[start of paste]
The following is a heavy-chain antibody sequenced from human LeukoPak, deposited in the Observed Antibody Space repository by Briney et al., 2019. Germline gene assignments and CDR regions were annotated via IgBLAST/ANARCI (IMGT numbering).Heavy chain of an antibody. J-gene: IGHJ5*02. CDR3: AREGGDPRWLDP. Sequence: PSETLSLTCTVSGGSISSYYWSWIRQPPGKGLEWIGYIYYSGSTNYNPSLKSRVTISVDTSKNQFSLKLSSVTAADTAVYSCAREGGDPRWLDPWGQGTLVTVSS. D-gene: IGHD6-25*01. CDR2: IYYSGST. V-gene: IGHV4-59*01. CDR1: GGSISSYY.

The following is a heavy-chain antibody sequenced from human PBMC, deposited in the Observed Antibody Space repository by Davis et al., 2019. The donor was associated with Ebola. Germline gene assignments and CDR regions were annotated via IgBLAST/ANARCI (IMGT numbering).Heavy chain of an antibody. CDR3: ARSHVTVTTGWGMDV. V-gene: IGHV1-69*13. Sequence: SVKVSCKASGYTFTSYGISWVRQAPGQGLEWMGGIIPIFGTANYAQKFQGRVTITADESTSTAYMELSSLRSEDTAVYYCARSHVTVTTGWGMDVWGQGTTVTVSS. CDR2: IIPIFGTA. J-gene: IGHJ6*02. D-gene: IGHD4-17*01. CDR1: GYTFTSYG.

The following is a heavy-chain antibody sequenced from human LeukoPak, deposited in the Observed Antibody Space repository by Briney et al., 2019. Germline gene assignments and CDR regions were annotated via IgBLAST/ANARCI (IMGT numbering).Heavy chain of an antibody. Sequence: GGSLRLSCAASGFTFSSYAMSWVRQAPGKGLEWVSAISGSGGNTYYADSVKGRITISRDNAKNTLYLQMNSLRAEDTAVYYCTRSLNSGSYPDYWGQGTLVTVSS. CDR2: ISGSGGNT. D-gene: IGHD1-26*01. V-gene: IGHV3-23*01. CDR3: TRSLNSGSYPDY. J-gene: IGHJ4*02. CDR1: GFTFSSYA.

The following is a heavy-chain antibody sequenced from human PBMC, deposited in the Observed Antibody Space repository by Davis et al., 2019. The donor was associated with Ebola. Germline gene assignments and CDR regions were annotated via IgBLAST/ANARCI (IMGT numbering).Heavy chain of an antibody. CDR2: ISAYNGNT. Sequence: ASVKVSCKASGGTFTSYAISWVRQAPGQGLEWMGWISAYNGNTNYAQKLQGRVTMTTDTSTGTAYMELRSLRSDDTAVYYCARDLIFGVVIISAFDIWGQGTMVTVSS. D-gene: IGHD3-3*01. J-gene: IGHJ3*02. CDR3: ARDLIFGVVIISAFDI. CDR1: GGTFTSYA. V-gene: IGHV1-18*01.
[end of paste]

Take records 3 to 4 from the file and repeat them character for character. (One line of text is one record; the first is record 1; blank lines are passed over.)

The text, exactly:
The following is a heavy-chain antibody sequenced from human LeukoPak, deposited in the Observed Antibody Space repository by Briney et al., 2019. Germline gene assignments and CDR regions were annotated via IgBLAST/ANARCI (IMGT numbering).Heavy chain of an antibody. Sequence: GGSLRLSCAASGFTFSSYAMSWVRQAPGKGLEWVSAISGSGGNTYYADSVKGRITISRDNAKNTLYLQMNSLRAEDTAVYYCTRSLNSGSYPDYWGQGTLVTVSS. CDR2: ISGSGGNT. D-gene: IGHD1-26*01. V-gene: IGHV3-23*01. CDR3: TRSLNSGSYPDY. J-gene: IGHJ4*02. CDR1: GFTFSSYA.

The following is a heavy-chain antibody sequenced from human PBMC, deposited in the Observed Antibody Space repository by Davis et al., 2019. The donor was associated with Ebola. Germline gene assignments and CDR regions were annotated via IgBLAST/ANARCI (IMGT numbering).Heavy chain of an antibody. CDR2: ISAYNGNT. Sequence: ASVKVSCKASGGTFTSYAISWVRQAPGQGLEWMGWISAYNGNTNYAQKLQGRVTMTTDTSTGTAYMELRSLRSDDTAVYYCARDLIFGVVIISAFDIWGQGTMVTVSS. D-gene: IGHD3-3*01. J-gene: IGHJ3*02. CDR3: ARDLIFGVVIISAFDI. CDR1: GGTFTSYA. V-gene: IGHV1-18*01.